Does mortal sin cut on off from all grace?


I was baptized in the Episcopal church as a kid but fell away from the faith in high school. Recently I had a second conversion, and am trying to convert to Catholicism. I have been praying the rosary often, but recently I read that if one has unconfessed mortal sin, which I have a lot of, one is cut off from grace. Does that mean there isn’t any point in my praying the rosary until I’ve gone to my first proper confession? If my connection to God is truly severed, I figure I must be wasting a lot of breath. But at the same time, this may be my Protestant background speaking, but it seems incredibly cruel to suggest that God shuts the door in our face until we confess our sins in the proper way. Contemplating this fact has caused a great deal of existential panic for me, but I also considered that since being brought to the true Church itself must count as a grace, I can’t see how it could have come to me if mortal sin cuts us off from grace. I hope I haven’t sounded like another attack-mode person on these forums, but I’m anxious to become a part of the Church but still confused and not infrequently offended by many of the rules. I assume this is ignorance on my part, thus my asking the question…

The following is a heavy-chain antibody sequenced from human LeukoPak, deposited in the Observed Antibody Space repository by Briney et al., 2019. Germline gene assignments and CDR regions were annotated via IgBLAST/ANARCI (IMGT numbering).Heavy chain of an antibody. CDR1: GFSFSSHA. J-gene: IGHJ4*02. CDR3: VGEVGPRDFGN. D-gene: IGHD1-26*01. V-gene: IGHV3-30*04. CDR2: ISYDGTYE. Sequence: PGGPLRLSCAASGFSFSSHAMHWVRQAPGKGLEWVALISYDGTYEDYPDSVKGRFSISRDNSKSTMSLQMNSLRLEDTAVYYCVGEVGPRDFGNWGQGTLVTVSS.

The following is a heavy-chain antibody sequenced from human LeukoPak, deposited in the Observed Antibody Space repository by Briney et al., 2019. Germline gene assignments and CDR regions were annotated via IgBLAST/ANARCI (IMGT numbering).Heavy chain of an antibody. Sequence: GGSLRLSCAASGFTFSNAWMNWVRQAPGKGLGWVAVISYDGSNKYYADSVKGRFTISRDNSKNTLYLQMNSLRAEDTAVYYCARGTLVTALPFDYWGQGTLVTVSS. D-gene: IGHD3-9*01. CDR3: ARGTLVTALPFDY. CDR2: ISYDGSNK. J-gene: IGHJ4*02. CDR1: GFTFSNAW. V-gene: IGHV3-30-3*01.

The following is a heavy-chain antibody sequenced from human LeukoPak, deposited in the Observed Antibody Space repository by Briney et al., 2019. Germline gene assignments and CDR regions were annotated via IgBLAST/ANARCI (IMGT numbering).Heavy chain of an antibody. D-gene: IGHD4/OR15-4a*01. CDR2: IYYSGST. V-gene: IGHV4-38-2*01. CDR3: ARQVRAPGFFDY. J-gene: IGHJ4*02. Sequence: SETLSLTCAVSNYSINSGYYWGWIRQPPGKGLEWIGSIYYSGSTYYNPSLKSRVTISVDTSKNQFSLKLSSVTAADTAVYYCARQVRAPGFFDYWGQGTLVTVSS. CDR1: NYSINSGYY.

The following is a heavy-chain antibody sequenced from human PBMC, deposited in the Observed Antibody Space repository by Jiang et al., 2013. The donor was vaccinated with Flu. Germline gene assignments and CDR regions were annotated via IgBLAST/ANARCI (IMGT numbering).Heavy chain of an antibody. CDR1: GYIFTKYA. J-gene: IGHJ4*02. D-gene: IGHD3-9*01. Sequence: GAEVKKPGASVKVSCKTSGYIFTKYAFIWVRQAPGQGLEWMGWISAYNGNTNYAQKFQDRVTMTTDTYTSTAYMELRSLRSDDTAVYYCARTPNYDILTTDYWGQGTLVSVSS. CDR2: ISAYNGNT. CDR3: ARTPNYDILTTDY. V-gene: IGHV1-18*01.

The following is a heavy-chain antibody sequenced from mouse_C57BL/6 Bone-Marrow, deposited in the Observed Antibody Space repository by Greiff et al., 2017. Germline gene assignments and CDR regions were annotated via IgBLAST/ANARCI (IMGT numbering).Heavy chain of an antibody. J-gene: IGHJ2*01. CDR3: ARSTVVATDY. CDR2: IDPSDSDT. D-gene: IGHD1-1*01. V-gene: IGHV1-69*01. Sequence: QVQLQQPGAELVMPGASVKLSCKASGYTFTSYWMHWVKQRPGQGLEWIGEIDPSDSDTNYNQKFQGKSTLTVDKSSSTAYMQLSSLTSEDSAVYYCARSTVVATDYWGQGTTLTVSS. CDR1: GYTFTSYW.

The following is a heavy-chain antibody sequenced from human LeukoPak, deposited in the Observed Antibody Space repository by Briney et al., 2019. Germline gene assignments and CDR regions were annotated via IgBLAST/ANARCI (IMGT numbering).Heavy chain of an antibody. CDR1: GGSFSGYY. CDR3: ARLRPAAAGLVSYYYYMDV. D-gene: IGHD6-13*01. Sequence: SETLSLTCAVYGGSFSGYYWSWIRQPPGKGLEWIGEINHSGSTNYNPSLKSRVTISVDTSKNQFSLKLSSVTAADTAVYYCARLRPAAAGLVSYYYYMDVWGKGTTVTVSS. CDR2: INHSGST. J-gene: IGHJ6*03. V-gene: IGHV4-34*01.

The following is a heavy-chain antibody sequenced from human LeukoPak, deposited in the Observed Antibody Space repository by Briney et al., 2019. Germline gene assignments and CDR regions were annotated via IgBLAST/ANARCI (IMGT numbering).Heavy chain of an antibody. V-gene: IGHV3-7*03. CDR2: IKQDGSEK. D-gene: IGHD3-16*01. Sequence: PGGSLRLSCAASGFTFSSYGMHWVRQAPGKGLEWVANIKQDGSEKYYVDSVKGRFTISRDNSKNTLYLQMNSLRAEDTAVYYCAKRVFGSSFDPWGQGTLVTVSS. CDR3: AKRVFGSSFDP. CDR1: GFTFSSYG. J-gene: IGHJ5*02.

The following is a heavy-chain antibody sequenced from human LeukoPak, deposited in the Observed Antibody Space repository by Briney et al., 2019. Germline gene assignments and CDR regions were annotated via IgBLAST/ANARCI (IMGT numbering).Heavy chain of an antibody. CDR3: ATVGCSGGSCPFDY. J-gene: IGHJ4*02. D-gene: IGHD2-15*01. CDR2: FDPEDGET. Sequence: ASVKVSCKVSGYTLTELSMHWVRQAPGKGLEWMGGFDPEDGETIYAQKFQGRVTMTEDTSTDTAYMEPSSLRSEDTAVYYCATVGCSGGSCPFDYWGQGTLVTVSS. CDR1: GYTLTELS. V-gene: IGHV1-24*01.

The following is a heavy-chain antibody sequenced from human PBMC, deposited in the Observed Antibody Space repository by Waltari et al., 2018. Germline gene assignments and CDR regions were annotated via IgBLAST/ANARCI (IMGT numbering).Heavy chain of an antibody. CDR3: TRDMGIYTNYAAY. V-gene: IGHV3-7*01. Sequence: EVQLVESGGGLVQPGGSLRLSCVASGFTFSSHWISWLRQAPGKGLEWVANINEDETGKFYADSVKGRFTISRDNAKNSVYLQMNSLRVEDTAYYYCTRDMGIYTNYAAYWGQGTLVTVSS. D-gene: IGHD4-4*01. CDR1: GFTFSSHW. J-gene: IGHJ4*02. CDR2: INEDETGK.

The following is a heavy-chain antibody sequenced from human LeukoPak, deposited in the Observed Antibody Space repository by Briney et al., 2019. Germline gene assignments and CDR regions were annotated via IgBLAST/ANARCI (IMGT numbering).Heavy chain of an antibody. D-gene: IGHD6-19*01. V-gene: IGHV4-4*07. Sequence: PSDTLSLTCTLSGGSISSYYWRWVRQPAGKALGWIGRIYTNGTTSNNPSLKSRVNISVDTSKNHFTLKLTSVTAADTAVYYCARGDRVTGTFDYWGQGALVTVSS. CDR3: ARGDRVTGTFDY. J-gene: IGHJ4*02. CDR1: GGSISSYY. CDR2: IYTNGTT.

Dear friend,

It is true that the Catholic Church teaches that one mortal sin renders one incapable of any personal merit. But should one make a perfect act of contrition, one’s mortal sin will be forgiven. The problem here is that one can’t be sure that one’s motive of contrition is completely pure of self-interest and totally out of love for God. With the sacrament, we know we are forgiven even if our contrition is motivated by self-interest.

But mortal sin cannot prohibit God from giving grace. The very grace of repentance is just that: a grace. God does not stop loving us when we sin mortally against him. We are the ones who have stopped loving in such an instance
God is merciful and loves you. If you intend to seek absolution as soon as you can and try to make as perfect and act of contrition as you can, you can trust in His infinite mercy. Your sins have not cut off His mercy. You are in our prayers. Be at peace.

Fr. Vincent Serpa, O.P.

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